Approximately 20% of the total study population of girls completed this questionnaire and their parents may have held more liberal views on adolescent participation in consent than those of nonresponders. Essentially the sample provides a good, but not necessarily typical, example of the mother–daughter interaction promoted by the Department of Health in its social marketing strategy to ‘arm against cancer’ (Department of Health, 2009b). The Department intends the literature to be read by mothers and daughters together, and is in line with previous observations that parents who talk to their daughters are more supportive of HPV vaccination (Brabin et al, 2006). This study suggests that it also helps girls to prioritise vaccination and think about future health and relationships (Table 1). Yet, some parents would like to defer HPV vaccination to a later age and avoid discussing sexual matters (Marlow et al, 2007; Woodhall et al, 2007). Having some sexual awareness, 21% of study girls already found the topic embarrassing and older girls would likely prefer to talk more with peers than with parents (Ogle et al, 2008). More directly worded questions on sexually transmitted infections would have allowed a better understanding of girls' awareness of sexual issues, but we decided against this, given the possibility of a parental veto. The national campaign could place more explicit emphasis on the importance of joint discussions and inform parents of the evidence that communication about sex with young adolescents positively influences their values in late (although not middle) teens (Fisher 1986). Nearly 80% of girls stated that the vaccine reminded them of the risks of sexual contact, and it would be instructive if future research were to show that HPV vaccination encouraged preventive actions rather than increased sexual risk taking.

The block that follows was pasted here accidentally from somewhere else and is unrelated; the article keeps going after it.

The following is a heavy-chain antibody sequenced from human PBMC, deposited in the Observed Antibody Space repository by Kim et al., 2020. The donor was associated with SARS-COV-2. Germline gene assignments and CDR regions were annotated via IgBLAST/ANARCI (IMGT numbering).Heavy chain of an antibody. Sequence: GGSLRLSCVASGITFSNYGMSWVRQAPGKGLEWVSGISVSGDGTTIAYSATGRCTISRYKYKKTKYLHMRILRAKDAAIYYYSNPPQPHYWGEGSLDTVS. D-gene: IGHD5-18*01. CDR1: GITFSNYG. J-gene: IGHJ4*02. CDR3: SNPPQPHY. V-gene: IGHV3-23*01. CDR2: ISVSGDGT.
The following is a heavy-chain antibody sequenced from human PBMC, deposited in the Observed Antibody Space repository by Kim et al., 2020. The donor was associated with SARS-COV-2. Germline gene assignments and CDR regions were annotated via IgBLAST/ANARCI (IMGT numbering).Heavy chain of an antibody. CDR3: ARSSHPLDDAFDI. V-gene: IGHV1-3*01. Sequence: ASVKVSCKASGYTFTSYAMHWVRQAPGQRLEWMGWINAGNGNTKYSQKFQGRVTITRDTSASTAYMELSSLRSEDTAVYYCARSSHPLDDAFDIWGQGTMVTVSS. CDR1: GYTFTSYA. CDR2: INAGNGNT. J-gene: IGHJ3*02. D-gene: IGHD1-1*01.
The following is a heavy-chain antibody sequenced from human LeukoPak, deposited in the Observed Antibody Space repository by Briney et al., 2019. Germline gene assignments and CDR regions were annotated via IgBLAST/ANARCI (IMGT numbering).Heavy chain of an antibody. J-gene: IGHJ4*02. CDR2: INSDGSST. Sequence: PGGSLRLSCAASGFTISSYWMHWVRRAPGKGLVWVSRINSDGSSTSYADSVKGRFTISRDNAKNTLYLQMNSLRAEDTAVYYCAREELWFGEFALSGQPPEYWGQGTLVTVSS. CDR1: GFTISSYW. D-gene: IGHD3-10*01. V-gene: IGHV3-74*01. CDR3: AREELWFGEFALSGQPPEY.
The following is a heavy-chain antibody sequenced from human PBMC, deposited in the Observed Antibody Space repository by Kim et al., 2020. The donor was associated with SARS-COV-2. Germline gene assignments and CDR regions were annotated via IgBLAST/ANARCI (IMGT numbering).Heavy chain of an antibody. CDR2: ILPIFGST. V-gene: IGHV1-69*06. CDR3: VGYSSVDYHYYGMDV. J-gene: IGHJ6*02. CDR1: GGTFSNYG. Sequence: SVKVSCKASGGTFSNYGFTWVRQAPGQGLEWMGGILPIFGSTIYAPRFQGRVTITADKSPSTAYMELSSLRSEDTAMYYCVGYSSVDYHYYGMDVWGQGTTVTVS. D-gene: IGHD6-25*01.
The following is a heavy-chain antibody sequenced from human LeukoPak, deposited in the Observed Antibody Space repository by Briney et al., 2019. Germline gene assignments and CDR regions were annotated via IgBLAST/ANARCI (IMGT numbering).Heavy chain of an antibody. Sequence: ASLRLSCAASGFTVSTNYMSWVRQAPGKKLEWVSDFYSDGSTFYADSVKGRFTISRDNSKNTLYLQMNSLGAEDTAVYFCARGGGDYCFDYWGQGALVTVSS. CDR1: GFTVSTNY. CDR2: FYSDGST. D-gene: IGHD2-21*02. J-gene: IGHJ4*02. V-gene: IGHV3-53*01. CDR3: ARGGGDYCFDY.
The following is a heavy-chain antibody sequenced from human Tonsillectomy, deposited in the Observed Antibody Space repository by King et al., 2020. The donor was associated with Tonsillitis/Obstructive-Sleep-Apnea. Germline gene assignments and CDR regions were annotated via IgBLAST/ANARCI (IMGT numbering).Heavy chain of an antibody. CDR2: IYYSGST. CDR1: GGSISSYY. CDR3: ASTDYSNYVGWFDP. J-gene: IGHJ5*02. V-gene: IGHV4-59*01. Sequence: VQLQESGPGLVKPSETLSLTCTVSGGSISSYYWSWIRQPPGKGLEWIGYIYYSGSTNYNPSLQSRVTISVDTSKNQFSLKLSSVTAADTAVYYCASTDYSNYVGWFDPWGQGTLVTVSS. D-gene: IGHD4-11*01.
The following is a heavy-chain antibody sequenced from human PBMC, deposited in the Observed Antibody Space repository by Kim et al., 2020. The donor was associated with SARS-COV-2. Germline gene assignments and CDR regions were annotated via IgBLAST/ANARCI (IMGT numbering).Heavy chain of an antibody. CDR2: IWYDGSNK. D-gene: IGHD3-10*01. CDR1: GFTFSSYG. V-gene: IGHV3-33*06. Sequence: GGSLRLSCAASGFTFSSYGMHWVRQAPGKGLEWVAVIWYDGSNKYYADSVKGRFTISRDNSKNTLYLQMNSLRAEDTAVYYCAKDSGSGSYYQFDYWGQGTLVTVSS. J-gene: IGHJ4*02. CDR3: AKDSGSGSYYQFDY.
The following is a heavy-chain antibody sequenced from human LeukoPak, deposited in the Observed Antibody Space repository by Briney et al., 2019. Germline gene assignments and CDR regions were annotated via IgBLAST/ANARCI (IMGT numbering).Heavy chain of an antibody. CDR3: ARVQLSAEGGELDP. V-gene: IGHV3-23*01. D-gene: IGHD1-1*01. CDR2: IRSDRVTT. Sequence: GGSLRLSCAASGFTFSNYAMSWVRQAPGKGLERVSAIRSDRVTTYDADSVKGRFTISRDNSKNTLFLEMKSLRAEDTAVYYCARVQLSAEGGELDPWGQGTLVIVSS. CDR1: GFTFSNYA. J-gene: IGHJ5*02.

Media coverage of reported serious adverse events attributed to HPV vaccination has followed vaccine introduction in several countries. Our report is the first to show that such rumours filter down to girls and become further exaggerated. One consequence is likely to be an increased reluctance to complete the three doses or to recommend the vaccine to younger sisters and friends. Parents also decline vaccination and find it stressful if their daughters dislike needles. (Rosenthal et al, 2008). In Australia, interim data for the school-based programme showed a fall in Dose 3 coverage in all territories and age groups (Brotherton et al, 2008). The third-dose uptake figure for the national vaccine programme in England will only be clear once all the missing doses have been followed up in the next academic year


Parents still exert an important influence on girls at this stage of their development by talking to them, encouraging them to think about the importance of vaccination and having begun a vaccine course, to complete it. Without this, vaccine coverage could fall. Health professionals must address the misconceptions held by girls (and by some parents), thereby reducing uninformed discussions and helping girls to come to their own decision about HPV vaccination.